1. The most important thing about buying a new bike is to make sure it fits. The only way you'll know if the bike is right for you is to size up the bike and make sure that the bike's geometry matches your body's geometry. Ask questions and do some research.
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  1. #1
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    Help Cornering...(Bar width? maybe?)

    So I've been riding about 4 years, weekend warrior type. I feel that I do pretty good - I can do rock gardens, small gap jumps, roller jumps, climbs, technical roots etc fairly easy. The one thing I find my sef doing....A LOT....is over steering a corner. Higher speed corners - no problem. Climbing corners - no problem. It's usually flat ground corners where I'm just at pedaling speed (7-8mph I'd say).

    I'm 5'11" - 205lbs - pretty athletic
    2012 trek mamba size large (19" I think) - stans flow - nobby nics
    90mm 6 degree rise stem, 685mm low rise bars

    What's my problem? Oh an I included a pic of what I tend to do in the flat corners.
    Attached Thumbnails Attached Thumbnails Help Cornering...(Bar width? maybe?)-corner1.jpg  

    Cycle tracks will abound in Utopia. ~H.G. Wells

  2. #2
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    Oh and tire pressure is 28 front and 32 back.
    Cycle tracks will abound in Utopia. ~H.G. Wells

  3. #3
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    Re: Help Cornering...(Bar width? maybe?)

    Highly doubt bar width or set up has anything to do with it. Since u can take it high speed it sounds to me like you are leaning too much when taking it at low speeds.

    Focus down the trail on the corner exit and pesal smothlybthrough it. Or take it faster and drop the ouside pedal while leaning the bike under u.

    Sent from my GT-I9192 using Tapatalk 2

  4. #4
    Fat-tired Roadie
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    Are you counter steering?

    Bikes are pretty stable vehicles. The front wheel "wants" to get back under the bike if it's not. When you're turning, it's not under the bike. So without a little pressure on the grip on the inside of the turn, it'll do exactly that.

    We tend to do it instinctively. But people can mess themselves up by over-thinking it.

    It may help to try keeping the bar stationary relative to the top tube and doing everything from your hip.
    "Don't buy upgrades; ride up grades." -Eddy Merckx

  5. #5
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    wider bars will slow down the steering, and u still have to get used to it and dial in the proper technique.. u say the corners you "pedal trough" are u bobbing all over trying to get speed? that might mess up ur hands, another cornering trick is feathering brakes, front brake makes the bike lean into the corner, rear brakes makes the bike want to stand more, i think is more about proper technique than buying something to fix it.. counter steering too, it helps holding the line better without thinking about it, look way ahead and trust the bike.. it will get u there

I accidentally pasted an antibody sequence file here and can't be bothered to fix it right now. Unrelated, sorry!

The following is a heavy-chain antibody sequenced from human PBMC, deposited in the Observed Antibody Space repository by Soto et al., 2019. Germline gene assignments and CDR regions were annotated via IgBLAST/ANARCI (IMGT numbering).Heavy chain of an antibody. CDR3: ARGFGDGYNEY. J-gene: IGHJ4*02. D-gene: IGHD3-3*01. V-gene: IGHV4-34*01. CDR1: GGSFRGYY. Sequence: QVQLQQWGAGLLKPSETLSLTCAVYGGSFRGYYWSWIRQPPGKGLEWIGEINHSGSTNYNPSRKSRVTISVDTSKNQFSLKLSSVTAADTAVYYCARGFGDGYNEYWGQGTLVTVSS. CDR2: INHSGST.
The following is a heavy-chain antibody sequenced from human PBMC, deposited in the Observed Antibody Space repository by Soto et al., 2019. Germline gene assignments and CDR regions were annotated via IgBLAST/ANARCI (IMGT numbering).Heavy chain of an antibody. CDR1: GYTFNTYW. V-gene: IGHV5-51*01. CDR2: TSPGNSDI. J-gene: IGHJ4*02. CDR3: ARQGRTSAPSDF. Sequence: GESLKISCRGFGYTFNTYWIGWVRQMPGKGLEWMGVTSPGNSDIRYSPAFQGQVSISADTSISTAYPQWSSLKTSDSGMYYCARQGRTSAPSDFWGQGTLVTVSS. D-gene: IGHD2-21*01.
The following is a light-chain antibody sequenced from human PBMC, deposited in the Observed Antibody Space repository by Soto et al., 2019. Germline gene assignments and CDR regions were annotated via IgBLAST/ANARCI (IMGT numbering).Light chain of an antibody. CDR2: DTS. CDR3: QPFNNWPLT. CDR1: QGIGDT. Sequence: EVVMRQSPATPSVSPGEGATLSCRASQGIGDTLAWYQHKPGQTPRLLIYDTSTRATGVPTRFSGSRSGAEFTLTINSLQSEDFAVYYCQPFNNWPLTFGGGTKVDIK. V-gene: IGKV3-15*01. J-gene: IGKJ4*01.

6. #6
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    I think you might be over steering because you are pedaling. I try not to pedal too much in turns so I don't accidentally drag a crank.

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  7. #7
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    I think you can drop the tire pressure by 5psi front and rear as an experimental change. As long as you aren't getting rim hits or rollover you can run lower pressure than you are.
    Then ride that corner at a lower speed until you get the technique down. Reride and stay there until you get it.

  8. #8
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    you are looking down

    stop staring at what is in front of your wheel look at least 20 feet ahead or more the bike will follow because the crap actually under your wheel at any given moment you were looking at 20 feet ago, and your brain has already processed it and your body knows what to do without looking, believe it or not

    look ahead, don't look down...and hammer. only look down when you need to pick your way through really chunky complicated stuff, and then only look briefly. look ahead and like magic your flow improves

  9. #9
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    Pedaling might be throwing you off a little bit, but I think it is more of a technique issue.

    Where are your eyes looking when going through the corner?
    How are you weighting the bike?
    Are you leaning the bike or your body?

  10. #10
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    Quote Originally Posted by 127.0.0.1 View Post
    you are looking down
    I would agree with this. I find I have all sorts of issues on narrow bridges because I start looking down right in front of me, and then suddenly my wheel is wobbling back and forth as I try and make lots of tiny little adjustments instead of just looking forwarding and riding. I also find I have an easier time at speed than I do while riding very slowly.